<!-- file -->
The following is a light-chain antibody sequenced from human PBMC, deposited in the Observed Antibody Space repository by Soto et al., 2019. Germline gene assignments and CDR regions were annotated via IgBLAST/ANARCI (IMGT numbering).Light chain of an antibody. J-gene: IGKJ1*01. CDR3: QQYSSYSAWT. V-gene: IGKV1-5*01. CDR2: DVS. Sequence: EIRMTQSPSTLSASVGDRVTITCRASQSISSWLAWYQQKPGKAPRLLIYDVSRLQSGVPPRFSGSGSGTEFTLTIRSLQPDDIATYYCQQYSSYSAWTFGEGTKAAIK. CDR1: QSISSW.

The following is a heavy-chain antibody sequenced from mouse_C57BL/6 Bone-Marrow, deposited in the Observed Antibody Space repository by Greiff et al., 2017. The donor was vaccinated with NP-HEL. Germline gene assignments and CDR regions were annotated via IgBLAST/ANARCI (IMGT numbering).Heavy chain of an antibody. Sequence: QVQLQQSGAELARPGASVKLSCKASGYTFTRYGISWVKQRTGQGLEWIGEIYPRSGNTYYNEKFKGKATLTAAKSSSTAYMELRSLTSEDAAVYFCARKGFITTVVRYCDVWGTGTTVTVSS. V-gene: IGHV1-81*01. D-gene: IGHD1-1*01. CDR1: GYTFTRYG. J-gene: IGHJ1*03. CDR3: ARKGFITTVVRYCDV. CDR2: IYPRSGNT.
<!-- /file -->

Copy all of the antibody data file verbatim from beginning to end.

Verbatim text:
The following is a light-chain antibody sequenced from human PBMC, deposited in the Observed Antibody Space repository by Soto et al., 2019. Germline gene assignments and CDR regions were annotated via IgBLAST/ANARCI (IMGT numbering).Light chain of an antibody. J-gene: IGKJ1*01. CDR3: QQYSSYSAWT. V-gene: IGKV1-5*01. CDR2: DVS. Sequence: EIRMTQSPSTLSASVGDRVTITCRASQSISSWLAWYQQKPGKAPRLLIYDVSRLQSGVPPRFSGSGSGTEFTLTIRSLQPDDIATYYCQQYSSYSAWTFGEGTKAAIK. CDR1: QSISSW.

The following is a heavy-chain antibody sequenced from mouse_C57BL/6 Bone-Marrow, deposited in the Observed Antibody Space repository by Greiff et al., 2017. The donor was vaccinated with NP-HEL. Germline gene assignments and CDR regions were annotated via IgBLAST/ANARCI (IMGT numbering).Heavy chain of an antibody. Sequence: QVQLQQSGAELARPGASVKLSCKASGYTFTRYGISWVKQRTGQGLEWIGEIYPRSGNTYYNEKFKGKATLTAAKSSSTAYMELRSLTSEDAAVYFCARKGFITTVVRYCDVWGTGTTVTVSS. V-gene: IGHV1-81*01. D-gene: IGHD1-1*01. CDR1: GYTFTRYG. J-gene: IGHJ1*03. CDR3: ARKGFITTVVRYCDV. CDR2: IYPRSGNT.